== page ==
The founders wanted us to counter-culture the ingrained Blue Monday, and instead, spend a day where we focus on the positive mindset. As we already have days to commiserate and indulge our negative sides, maybe it’s finally time to have a day where we simply embrace the positive and focus on opportunities for optimism.

Optimist Day Timeline

1759

Candide, The Optimist is published

This quintessential French novel by Voltaire follows Candide, a trainee in optimism who abruptly discovers hardship and difficulty. The satire addresses the “all is for the best” mantra and leaves Candide to discover what he believes about the world.[1]

1919

Optimist International is founded

Beginning in Indianapolis, Indiana in 1916, the founders dream of an international organization and begin starting clubs in various major cities. The organization grows to more than 4000 members in 49 clubs over the next few years.[2]

1944

Release of the song Accentuate The Positive

Johnny Mercer and The Pied Pipers sang this song discussing the key to happiness being, essentially, the practice of optimism. This song won the Academy Award for Best Original Song that year and was very quickly covered by Bing Crosby, Artie Shaw and several other artists.[3]

2013

Optimist Day takes place in Quebec

With a focus on recognizing the way volunteers and youth achieve success in their communities, Optimist International in Quebec decides to name the first Thursday in February as Optimist Day. The idea then spreads throughout other cities and countries.[4]

2019

Optimist Festival takes place in Croatia

The first festival of optimists takes place in Zagreb, Croatia and is hosted by Somersby Cider. They encourage participants to spend the whole day being positive, offering up bright yellow balloons, samples of cider and even paying off random parking tickets to spread the love.

How to Celebrate Optimist Day

Optimist Day is the perfect opportunity to spend the day paying the kindness forward. You don’t have to pay off people’s parking tickets, but why not do something good for someone you love? It might be making dinner for your friends and family or volunteering your time to the local Animal Charity, or homeless shelter.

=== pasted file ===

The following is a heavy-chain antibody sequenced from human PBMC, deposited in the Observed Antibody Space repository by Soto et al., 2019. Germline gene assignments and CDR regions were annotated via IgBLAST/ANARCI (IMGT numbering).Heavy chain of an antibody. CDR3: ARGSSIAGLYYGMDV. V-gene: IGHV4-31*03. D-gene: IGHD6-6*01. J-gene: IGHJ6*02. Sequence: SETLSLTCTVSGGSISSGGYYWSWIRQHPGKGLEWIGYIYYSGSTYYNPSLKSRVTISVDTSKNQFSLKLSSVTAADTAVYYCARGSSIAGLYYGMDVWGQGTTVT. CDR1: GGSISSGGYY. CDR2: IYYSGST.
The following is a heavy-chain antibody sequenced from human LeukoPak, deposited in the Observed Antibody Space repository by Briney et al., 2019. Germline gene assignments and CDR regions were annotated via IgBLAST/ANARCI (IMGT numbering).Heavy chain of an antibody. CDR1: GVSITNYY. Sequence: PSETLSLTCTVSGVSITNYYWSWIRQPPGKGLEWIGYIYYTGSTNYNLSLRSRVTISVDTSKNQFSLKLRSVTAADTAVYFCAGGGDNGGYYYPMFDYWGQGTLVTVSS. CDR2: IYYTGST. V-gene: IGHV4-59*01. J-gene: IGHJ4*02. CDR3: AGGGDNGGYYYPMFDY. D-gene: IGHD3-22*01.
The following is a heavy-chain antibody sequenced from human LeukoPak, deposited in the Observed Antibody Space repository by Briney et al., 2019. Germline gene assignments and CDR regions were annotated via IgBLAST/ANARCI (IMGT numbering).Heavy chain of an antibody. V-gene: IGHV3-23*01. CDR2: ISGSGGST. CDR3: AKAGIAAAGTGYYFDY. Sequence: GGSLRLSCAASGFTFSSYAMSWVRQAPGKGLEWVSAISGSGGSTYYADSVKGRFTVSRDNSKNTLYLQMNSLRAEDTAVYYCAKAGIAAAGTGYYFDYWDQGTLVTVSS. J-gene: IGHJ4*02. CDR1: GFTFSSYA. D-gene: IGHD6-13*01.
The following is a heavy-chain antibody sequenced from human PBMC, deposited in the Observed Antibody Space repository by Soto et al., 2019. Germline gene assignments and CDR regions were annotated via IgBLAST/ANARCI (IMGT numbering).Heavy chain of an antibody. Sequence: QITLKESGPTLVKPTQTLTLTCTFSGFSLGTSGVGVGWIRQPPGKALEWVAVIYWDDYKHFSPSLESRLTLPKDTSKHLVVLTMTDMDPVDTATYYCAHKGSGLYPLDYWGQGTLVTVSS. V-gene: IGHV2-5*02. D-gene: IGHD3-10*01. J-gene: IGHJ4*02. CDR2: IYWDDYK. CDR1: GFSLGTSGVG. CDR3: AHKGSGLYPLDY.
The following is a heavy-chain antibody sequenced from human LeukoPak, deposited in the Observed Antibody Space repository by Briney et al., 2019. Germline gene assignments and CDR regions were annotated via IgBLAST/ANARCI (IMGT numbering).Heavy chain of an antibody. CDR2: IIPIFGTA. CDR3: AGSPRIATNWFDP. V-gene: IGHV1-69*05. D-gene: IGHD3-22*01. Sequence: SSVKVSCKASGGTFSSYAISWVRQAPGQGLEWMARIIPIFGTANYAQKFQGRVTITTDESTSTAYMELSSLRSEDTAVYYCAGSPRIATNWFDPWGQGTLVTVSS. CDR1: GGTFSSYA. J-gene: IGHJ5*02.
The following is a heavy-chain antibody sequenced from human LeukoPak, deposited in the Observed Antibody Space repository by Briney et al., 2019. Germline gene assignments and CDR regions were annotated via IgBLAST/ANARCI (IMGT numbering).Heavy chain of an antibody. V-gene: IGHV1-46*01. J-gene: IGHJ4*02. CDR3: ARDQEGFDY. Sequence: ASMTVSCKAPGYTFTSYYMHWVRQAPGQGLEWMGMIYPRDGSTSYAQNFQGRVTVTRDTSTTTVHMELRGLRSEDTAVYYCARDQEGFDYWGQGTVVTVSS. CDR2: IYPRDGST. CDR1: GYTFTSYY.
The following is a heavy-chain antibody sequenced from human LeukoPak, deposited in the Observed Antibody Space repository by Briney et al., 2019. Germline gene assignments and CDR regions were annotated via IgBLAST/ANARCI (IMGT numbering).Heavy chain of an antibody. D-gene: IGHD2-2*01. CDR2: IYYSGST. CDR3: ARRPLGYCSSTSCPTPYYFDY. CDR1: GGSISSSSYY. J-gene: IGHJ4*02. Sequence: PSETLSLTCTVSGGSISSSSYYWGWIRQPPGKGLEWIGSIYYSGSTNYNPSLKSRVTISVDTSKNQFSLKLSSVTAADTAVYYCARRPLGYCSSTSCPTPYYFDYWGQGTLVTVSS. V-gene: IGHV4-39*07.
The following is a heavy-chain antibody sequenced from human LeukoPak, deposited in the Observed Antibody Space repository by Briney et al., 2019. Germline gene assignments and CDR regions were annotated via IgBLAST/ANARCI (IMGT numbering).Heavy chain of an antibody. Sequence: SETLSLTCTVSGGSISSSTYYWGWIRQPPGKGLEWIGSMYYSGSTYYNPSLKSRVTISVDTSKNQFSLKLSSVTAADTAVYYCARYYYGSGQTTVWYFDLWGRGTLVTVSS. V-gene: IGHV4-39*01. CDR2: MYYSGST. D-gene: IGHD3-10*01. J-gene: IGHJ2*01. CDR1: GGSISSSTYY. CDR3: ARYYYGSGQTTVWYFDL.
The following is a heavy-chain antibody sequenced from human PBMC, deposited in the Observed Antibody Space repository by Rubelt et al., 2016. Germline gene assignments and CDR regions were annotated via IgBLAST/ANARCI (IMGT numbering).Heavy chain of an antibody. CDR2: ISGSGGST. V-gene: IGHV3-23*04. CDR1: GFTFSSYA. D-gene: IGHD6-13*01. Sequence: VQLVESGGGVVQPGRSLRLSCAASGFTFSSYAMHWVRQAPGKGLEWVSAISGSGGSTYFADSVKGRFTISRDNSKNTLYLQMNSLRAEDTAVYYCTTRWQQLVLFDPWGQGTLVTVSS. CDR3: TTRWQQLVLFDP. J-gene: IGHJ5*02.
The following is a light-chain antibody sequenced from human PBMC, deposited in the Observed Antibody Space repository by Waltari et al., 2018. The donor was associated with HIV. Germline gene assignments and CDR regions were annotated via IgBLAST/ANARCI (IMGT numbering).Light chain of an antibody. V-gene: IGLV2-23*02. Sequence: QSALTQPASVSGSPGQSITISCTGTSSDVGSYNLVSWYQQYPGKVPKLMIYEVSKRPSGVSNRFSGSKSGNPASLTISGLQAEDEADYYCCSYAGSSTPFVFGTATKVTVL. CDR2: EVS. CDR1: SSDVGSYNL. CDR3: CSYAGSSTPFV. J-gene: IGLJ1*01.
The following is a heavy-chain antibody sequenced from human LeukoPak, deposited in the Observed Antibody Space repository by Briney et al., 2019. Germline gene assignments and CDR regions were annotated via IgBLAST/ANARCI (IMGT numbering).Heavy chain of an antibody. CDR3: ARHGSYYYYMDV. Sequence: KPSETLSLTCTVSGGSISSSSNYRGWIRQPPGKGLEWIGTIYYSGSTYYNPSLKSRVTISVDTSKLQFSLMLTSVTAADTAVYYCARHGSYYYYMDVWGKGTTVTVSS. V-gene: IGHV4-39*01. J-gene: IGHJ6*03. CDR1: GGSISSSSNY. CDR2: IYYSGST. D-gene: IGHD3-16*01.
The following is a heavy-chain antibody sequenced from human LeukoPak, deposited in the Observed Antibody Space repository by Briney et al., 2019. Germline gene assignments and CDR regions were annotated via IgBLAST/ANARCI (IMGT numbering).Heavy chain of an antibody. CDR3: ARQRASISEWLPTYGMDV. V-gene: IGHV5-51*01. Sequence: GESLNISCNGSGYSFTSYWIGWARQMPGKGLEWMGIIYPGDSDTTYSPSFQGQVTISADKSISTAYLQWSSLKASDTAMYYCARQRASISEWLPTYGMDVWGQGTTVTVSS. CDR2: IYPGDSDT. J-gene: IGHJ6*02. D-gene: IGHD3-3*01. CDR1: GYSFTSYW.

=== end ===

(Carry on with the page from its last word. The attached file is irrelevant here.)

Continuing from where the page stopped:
Spend time giving back to others and your local community. It could be something as small as a kind word to a stranger, or as big as arranging a charity event or fundraising through a charity run. Even the smallest gestures can have a significant impact on the people you help.

If we’re busy, the first person we forget to be optimistic about is ourselves. Why not treat yourself to some self-care, by spending time doing something you love. Try something creative like drawing or writing, or a more physical affair like running or climbing. Start something new or revisit a past-loved hobby, solo, or with friends or family. Do what you want and make yourself happy.

Or, you can follow the original tradition, and gather up some of your fellow optimists with a glass of sweet cider and head out to your local beach or park. Lounge in the sun with your favorite people, beverage, and summer sky above you. Got some bad weather? That’s fine, take the party indoors with some light, flavorsome summer snacks to give you the taste of optimism without getting rained on. Cheers to a day where you can forget about your worries and enjoy yourself!

Optimist Day FAQs

Who was the most famous optimist?

Although positive people have certainly been around since time began, one optimist who made a huge impact was mathematician Gottfried Leibniz used the term to mean “the best of all possible worlds” and was a self-proclaimed optimist.[1]

Can a pessimist become an optimist?

Sure! Optimism is simply a state of mind and creating new ways of thinking. Optimist Day is the perfect day to get started retraining the brain to think more positively and see the glass as half full instead of half empty.[2]

What is Optimist International?

This club is made up of volunteers all over the world who give their time to make the world a better place. They have almost 3000 clubs in at least 20 countries all around the world. Those who don’t have a local club in their area can certainly see about starting one![3]

What are some optimist phrases to remember?

Optimists tend to use phrases to communicate their mindset. “The glass is half full” is certainly a well-known one. Always Look Up is the name of a book by Michael J. Fox. And this phrase by Helen Keller is worth remembering: “Keep your face to the sunshine and you cannot see the shadows.”